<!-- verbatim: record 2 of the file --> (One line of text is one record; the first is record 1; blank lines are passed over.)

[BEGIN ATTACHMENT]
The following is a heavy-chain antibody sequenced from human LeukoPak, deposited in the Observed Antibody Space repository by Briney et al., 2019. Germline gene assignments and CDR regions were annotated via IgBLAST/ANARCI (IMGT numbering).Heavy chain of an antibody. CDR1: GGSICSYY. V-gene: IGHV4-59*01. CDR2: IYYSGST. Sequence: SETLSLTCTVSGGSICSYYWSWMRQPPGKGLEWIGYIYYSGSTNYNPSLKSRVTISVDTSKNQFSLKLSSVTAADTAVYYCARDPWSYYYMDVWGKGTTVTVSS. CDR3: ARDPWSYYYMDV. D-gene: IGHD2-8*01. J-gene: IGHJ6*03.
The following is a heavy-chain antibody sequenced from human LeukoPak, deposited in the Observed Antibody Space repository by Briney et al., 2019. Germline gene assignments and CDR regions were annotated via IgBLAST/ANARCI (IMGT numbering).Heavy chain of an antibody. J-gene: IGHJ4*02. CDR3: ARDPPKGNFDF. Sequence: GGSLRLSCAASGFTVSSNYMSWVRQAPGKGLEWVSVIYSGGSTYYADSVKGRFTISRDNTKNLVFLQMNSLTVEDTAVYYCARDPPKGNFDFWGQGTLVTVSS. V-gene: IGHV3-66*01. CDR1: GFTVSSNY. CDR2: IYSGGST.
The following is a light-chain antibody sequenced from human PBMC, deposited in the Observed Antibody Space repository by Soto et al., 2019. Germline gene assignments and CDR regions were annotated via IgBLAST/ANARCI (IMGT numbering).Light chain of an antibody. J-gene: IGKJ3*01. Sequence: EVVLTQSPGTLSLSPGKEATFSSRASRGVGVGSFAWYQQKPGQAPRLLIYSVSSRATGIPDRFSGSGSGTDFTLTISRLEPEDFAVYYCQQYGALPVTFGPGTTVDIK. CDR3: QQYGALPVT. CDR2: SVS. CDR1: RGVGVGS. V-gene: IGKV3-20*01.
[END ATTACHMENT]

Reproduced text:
The following is a heavy-chain antibody sequenced from human LeukoPak, deposited in the Observed Antibody Space repository by Briney et al., 2019. Germline gene assignments and CDR regions were annotated via IgBLAST/ANARCI (IMGT numbering).Heavy chain of an antibody. J-gene: IGHJ4*02. CDR3: ARDPPKGNFDF. Sequence: GGSLRLSCAASGFTVSSNYMSWVRQAPGKGLEWVSVIYSGGSTYYADSVKGRFTISRDNTKNLVFLQMNSLTVEDTAVYYCARDPPKGNFDFWGQGTLVTVSS. V-gene: IGHV3-66*01. CDR1: GFTVSSNY. CDR2: IYSGGST.